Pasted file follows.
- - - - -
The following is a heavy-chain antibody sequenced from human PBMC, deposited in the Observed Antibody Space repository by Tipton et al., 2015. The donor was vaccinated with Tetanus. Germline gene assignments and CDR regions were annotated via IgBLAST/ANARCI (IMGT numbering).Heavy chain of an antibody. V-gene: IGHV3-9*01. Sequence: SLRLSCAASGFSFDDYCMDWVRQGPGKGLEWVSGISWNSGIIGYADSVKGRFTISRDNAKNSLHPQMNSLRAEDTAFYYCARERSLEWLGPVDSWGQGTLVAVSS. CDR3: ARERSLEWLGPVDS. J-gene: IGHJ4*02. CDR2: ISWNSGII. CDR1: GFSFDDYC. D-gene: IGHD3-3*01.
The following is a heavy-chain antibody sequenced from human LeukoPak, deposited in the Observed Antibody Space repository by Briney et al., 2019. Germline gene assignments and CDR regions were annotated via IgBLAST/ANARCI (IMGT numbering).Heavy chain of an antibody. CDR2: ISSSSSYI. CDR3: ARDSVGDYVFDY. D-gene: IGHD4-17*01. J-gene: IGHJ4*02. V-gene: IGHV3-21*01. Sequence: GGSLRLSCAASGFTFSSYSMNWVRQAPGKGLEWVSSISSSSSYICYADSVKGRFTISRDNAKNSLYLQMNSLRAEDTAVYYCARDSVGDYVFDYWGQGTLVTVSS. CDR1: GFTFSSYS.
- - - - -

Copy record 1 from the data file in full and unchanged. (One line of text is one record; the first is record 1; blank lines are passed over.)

The following is a heavy-chain antibody sequenced from human PBMC, deposited in the Observed Antibody Space repository by Tipton et al., 2015. The donor was vaccinated with Tetanus. Germline gene assignments and CDR regions were annotated via IgBLAST/ANARCI (IMGT numbering).Heavy chain of an antibody. V-gene: IGHV3-9*01. Sequence: SLRLSCAASGFSFDDYCMDWVRQGPGKGLEWVSGISWNSGIIGYADSVKGRFTISRDNAKNSLHPQMNSLRAEDTAFYYCARERSLEWLGPVDSWGQGTLVAVSS. CDR3: ARERSLEWLGPVDS. J-gene: IGHJ4*02. CDR2: ISWNSGII. CDR1: GFSFDDYC. D-gene: IGHD3-3*01.